Smith-Lemli-Opitz syndrome


What is Smith-Lemli-Opitz syndrome?

Smith-Lemli-Opitz (SLO) syndrome is a rare metabolic disease. It was named for the 3 doctors who first identified the disease in patients, back in 1964: David Smith, Luc Lemli, and John Opitz.

People with SLO have a problem making cholesterol. They are missing an enzyme (called 7-dehydrocholesterol reductase) that helps our bodies synthesize or make cholesterol.

While you may have heard that too much cholesterol is bad for you, our bodies need cholesterol to grow properly both before and after birth. Because cholesterol is an important component in our cells and brains, SLO affects many parts of the body.

People with SLO typically have distinct facial features, poor growth, and developmental delays and/or mental retardation. They can also have physical malformations such as abnormally small heads, webbing between the 2nd and 3rd toes, small or abnormal genitalia in males, and problems with their organs, particularly the heart, eyes, and/or kidneys. The symptoms of SLO will be different in each person, depending on how much cholesterol their body makes. To learn more, visit: Smith-Lemli-Opitz.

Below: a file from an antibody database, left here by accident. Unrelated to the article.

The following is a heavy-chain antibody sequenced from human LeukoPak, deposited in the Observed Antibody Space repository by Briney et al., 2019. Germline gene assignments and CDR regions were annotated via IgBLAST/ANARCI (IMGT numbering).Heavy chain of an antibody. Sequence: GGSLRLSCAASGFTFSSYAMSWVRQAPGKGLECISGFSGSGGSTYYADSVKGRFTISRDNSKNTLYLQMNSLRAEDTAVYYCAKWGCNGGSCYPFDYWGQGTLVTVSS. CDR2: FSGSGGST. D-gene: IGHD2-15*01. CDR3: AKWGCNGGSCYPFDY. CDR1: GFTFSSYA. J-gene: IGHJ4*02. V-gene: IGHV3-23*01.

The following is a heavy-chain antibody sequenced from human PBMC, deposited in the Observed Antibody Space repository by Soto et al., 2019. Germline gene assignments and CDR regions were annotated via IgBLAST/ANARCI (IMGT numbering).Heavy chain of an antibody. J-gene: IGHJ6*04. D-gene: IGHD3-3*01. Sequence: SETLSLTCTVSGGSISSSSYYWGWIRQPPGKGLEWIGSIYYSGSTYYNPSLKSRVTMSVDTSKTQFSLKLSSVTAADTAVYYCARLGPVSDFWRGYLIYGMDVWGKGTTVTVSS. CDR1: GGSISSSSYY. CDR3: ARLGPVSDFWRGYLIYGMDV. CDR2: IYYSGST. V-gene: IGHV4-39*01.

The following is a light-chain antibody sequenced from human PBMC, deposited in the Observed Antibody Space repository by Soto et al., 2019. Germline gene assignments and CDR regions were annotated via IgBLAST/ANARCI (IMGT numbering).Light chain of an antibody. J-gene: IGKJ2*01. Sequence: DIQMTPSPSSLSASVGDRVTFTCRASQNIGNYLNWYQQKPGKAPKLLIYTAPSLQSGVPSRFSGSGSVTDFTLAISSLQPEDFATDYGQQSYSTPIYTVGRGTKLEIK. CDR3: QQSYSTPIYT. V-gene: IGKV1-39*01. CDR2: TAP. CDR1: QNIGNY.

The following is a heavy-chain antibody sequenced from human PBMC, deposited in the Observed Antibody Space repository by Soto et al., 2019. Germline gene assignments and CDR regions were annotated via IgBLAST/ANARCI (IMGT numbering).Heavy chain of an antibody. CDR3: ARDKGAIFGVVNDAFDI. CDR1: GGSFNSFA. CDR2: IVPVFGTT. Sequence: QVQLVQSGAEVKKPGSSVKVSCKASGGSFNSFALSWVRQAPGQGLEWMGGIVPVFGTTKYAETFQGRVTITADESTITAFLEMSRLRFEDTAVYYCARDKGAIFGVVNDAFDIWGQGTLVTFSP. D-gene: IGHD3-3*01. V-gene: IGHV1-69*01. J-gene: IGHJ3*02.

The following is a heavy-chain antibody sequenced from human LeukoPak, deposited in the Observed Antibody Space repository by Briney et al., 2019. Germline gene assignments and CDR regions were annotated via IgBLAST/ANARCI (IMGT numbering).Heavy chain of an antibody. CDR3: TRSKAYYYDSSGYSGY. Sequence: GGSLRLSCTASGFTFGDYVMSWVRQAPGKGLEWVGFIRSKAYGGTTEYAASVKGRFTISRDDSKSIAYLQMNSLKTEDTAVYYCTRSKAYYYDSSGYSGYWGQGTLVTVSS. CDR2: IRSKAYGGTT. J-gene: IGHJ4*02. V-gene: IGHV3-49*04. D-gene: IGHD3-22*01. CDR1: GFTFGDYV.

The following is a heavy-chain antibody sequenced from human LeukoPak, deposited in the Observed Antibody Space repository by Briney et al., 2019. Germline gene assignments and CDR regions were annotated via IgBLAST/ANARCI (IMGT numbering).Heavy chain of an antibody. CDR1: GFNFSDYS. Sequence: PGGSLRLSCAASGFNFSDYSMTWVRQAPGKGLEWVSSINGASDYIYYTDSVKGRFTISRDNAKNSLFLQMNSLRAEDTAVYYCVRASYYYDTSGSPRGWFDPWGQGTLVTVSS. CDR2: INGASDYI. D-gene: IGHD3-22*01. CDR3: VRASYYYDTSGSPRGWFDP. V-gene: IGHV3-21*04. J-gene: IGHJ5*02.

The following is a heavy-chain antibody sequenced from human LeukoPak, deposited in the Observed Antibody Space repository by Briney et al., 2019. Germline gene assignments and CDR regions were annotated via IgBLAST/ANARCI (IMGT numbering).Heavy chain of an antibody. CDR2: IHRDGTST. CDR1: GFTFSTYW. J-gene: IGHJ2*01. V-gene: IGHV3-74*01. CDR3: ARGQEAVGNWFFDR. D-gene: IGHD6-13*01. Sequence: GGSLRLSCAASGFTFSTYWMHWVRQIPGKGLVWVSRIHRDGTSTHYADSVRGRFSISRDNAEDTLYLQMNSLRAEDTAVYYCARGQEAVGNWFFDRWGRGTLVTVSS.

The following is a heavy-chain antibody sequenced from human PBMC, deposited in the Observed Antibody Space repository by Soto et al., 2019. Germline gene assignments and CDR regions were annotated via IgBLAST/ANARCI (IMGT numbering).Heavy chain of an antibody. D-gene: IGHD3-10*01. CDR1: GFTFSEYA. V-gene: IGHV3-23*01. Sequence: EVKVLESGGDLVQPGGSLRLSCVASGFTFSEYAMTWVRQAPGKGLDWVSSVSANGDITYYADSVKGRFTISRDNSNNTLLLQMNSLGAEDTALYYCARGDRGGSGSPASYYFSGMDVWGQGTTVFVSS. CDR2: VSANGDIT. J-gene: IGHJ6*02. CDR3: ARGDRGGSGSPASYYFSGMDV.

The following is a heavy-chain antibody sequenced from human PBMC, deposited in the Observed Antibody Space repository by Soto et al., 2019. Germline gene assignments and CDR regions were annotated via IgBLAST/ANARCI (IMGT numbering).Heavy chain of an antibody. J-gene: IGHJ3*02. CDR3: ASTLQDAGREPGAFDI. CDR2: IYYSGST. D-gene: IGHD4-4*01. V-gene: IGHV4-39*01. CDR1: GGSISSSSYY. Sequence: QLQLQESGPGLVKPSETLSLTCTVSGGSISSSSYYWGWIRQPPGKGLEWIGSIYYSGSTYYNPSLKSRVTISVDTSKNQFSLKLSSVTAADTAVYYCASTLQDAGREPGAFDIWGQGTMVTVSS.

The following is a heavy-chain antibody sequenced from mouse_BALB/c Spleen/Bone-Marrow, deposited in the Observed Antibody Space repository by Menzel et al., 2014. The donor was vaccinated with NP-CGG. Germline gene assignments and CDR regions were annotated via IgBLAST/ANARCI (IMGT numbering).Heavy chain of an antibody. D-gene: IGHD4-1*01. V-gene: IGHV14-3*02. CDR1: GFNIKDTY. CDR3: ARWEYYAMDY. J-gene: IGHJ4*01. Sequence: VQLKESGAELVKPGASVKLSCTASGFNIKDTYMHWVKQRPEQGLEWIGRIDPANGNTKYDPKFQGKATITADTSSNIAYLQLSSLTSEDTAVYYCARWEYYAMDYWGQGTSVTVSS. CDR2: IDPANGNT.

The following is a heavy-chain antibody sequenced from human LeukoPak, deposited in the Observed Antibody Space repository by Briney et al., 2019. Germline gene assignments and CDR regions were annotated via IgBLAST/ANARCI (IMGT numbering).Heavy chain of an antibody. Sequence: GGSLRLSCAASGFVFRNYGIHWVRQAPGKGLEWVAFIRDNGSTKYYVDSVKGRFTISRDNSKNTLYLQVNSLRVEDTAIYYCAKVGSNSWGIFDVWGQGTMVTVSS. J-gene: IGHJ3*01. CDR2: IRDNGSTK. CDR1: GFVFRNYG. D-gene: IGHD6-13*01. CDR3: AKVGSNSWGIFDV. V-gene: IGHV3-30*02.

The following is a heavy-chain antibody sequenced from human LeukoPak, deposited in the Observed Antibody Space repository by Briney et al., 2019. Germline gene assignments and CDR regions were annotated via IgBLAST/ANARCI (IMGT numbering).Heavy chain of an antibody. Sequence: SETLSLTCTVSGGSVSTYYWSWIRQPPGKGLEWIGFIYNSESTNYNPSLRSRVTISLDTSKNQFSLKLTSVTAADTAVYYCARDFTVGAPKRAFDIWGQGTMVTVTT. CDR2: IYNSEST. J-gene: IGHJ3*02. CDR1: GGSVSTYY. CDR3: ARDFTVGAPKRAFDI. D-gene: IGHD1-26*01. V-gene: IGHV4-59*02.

"Smith-Lemli-Opiz syndrome" Genetics Home Reference U.S National Library of Medicine. U.S. National Library of Medicine. Web. 3 March. 2016.

"Smith-Lemli-Opitz: Overview". Medscape Web. 5 March 2016.

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